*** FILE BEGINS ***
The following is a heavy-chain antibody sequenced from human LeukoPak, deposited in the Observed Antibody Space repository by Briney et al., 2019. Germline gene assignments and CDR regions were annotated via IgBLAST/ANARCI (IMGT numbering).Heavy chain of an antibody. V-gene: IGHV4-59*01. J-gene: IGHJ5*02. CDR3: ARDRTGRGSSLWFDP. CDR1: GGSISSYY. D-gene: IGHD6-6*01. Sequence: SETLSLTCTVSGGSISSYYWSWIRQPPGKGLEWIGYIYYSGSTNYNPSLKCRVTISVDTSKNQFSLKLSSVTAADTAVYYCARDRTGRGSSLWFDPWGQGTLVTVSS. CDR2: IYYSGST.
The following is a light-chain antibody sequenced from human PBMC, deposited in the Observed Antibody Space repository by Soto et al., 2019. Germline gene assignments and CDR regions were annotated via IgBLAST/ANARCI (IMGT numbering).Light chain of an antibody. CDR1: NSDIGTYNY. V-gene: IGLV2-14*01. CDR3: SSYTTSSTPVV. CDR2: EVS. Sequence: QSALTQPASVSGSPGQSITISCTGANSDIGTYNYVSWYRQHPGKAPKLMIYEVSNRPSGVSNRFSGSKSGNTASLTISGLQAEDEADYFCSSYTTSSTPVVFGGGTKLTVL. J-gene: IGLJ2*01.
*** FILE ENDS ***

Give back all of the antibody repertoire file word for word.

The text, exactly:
The following is a heavy-chain antibody sequenced from human LeukoPak, deposited in the Observed Antibody Space repository by Briney et al., 2019. Germline gene assignments and CDR regions were annotated via IgBLAST/ANARCI (IMGT numbering).Heavy chain of an antibody. V-gene: IGHV4-59*01. J-gene: IGHJ5*02. CDR3: ARDRTGRGSSLWFDP. CDR1: GGSISSYY. D-gene: IGHD6-6*01. Sequence: SETLSLTCTVSGGSISSYYWSWIRQPPGKGLEWIGYIYYSGSTNYNPSLKCRVTISVDTSKNQFSLKLSSVTAADTAVYYCARDRTGRGSSLWFDPWGQGTLVTVSS. CDR2: IYYSGST.
The following is a light-chain antibody sequenced from human PBMC, deposited in the Observed Antibody Space repository by Soto et al., 2019. Germline gene assignments and CDR regions were annotated via IgBLAST/ANARCI (IMGT numbering).Light chain of an antibody. CDR1: NSDIGTYNY. V-gene: IGLV2-14*01. CDR3: SSYTTSSTPVV. CDR2: EVS. Sequence: QSALTQPASVSGSPGQSITISCTGANSDIGTYNYVSWYRQHPGKAPKLMIYEVSNRPSGVSNRFSGSKSGNTASLTISGLQAEDEADYFCSSYTTSSTPVVFGGGTKLTVL. J-gene: IGLJ2*01.